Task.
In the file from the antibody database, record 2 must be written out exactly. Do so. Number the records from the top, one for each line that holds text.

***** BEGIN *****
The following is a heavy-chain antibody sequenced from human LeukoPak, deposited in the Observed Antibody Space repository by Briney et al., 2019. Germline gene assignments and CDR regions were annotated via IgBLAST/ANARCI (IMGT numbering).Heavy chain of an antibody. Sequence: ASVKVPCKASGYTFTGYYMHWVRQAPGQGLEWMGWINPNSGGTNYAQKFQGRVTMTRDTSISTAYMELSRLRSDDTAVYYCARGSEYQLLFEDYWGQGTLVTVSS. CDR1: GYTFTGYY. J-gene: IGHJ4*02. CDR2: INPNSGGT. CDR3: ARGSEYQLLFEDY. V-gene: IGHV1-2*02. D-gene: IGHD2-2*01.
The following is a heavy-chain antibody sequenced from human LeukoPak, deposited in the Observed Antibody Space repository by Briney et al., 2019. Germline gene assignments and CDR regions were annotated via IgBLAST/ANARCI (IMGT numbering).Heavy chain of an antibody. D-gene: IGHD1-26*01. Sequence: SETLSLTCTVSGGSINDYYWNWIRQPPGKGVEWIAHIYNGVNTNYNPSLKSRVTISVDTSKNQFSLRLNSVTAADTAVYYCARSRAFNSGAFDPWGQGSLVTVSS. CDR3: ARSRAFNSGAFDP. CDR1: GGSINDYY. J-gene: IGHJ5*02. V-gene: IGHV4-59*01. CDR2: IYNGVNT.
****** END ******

The following is a heavy-chain antibody sequenced from human LeukoPak, deposited in the Observed Antibody Space repository by Briney et al., 2019. Germline gene assignments and CDR regions were annotated via IgBLAST/ANARCI (IMGT numbering).Heavy chain of an antibody. D-gene: IGHD1-26*01. Sequence: SETLSLTCTVSGGSINDYYWNWIRQPPGKGVEWIAHIYNGVNTNYNPSLKSRVTISVDTSKNQFSLRLNSVTAADTAVYYCARSRAFNSGAFDPWGQGSLVTVSS. CDR3: ARSRAFNSGAFDP. CDR1: GGSINDYY. J-gene: IGHJ5*02. V-gene: IGHV4-59*01. CDR2: IYNGVNT.